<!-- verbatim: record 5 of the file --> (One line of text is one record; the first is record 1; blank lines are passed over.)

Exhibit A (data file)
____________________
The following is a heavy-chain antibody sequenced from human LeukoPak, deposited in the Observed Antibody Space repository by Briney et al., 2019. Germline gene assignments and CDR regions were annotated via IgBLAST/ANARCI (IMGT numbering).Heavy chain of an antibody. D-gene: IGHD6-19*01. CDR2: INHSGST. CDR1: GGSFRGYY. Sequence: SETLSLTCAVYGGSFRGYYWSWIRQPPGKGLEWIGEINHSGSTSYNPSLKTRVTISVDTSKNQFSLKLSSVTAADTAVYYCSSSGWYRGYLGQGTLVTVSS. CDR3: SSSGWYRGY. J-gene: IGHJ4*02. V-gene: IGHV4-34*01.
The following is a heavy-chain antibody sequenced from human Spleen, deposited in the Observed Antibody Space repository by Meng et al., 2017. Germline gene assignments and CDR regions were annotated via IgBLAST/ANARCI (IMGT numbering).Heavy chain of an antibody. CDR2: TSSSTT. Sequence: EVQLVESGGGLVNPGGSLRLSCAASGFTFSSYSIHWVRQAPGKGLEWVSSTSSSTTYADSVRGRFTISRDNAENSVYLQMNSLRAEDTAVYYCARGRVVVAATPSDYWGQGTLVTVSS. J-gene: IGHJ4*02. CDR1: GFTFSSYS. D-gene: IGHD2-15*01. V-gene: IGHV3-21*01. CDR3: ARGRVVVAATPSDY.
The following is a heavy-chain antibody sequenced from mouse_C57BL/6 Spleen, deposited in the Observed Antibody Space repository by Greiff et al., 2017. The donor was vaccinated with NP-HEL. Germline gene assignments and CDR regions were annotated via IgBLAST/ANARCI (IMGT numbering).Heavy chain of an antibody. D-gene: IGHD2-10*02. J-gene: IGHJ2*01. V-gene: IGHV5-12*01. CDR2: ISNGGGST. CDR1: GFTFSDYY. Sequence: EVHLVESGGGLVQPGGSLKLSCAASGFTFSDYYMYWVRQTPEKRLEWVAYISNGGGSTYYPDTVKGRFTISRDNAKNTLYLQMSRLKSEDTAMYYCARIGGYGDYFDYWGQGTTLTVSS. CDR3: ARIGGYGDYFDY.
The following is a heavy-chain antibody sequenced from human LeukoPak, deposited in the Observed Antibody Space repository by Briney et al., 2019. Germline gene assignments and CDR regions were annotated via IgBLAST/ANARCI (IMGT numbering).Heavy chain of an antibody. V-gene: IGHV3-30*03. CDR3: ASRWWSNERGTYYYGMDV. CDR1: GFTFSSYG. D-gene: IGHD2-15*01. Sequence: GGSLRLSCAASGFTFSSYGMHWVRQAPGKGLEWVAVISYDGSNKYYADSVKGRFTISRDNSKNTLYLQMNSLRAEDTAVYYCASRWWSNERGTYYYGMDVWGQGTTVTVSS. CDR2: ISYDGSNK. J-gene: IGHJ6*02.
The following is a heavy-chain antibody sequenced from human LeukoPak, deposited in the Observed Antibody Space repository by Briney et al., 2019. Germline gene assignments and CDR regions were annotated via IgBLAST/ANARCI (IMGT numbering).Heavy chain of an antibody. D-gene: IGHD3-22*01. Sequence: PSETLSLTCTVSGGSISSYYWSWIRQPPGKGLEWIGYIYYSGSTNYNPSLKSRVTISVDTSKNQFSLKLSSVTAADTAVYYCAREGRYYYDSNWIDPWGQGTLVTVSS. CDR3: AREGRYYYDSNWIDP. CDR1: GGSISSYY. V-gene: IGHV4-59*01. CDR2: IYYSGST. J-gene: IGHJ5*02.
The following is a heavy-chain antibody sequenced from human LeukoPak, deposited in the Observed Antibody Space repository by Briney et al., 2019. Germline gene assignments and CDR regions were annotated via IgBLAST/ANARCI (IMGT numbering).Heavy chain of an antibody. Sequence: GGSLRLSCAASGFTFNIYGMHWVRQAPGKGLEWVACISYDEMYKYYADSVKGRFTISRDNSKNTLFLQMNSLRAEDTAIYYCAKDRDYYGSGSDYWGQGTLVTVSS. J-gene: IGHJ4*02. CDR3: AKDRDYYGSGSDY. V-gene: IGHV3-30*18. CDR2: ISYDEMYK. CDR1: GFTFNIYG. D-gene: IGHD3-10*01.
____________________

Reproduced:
The following is a heavy-chain antibody sequenced from human LeukoPak, deposited in the Observed Antibody Space repository by Briney et al., 2019. Germline gene assignments and CDR regions were annotated via IgBLAST/ANARCI (IMGT numbering).Heavy chain of an antibody. D-gene: IGHD3-22*01. Sequence: PSETLSLTCTVSGGSISSYYWSWIRQPPGKGLEWIGYIYYSGSTNYNPSLKSRVTISVDTSKNQFSLKLSSVTAADTAVYYCAREGRYYYDSNWIDPWGQGTLVTVSS. CDR3: AREGRYYYDSNWIDP. CDR1: GGSISSYY. V-gene: IGHV4-59*01. CDR2: IYYSGST. J-gene: IGHJ5*02.